Reading settings in a synchronous way is a common performance issue, and most of the time accessing the data can be expensive, which is not good for the user experience. For instance, the Silverlight and Windows Phone IsolatedStorageSettings implementation has a pretty big performance hit during the first access, due to the internal use of Xml Serialization (and its heavy use of reflection). It also requires to be synchronized during persistence, and its persistence takes a lot of time too, suspending simultaneous read or write operations.

In this article, I’m going to discuss an implementation of a service that abstracts the use of application or users settings using the C# async/await keywords.


C# Async Tips and Tricks, Part 3: Tasks and the Synchronization Context

By jay at September 29, 2012 21:12 Tags: , , , , , , , ,

TL;DR: It is possible to mix C# async and basic TPL style programming, but when doing so, the synchronization context capture feature of C# async is not forwarded to TPL continuations automatically, making UI dependent (and others) code fail and raise exceptions. This can lead to the termination of the process when exceptions are not handled properly, particularly in WinRT/C# apps.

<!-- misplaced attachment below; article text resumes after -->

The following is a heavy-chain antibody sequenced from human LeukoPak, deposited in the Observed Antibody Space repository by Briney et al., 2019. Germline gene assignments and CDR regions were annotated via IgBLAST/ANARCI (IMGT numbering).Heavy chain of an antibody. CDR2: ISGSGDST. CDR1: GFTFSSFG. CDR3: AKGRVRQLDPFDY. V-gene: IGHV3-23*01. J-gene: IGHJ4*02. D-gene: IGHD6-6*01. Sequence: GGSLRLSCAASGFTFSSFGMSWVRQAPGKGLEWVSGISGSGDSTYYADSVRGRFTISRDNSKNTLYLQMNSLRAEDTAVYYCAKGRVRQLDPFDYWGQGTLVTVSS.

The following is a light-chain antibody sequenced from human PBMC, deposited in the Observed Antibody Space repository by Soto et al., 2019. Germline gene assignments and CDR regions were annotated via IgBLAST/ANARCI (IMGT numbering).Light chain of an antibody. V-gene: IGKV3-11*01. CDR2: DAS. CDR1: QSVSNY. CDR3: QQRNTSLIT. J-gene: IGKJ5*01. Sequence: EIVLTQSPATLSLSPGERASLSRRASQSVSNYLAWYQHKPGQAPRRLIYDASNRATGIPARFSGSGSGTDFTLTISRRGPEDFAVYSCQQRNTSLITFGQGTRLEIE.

I’ve discussed in a previous article of this series, the relation between async Task/Void methods and the ambient SynchronizationContext.

Just as a simple reminder, when executing a async method, whether it is Task, Task<T> or Void returning, the caller’s SynchronizationContext is captured to ensure that all the code in an async method is executed in the same context. The main scenario for this is to easily execute UI bound code in an async method.

It is important to remember that async methods are based on the TPL framework, and that async methods (except in infamous async void) return System.Threading.Tasks.Task instances.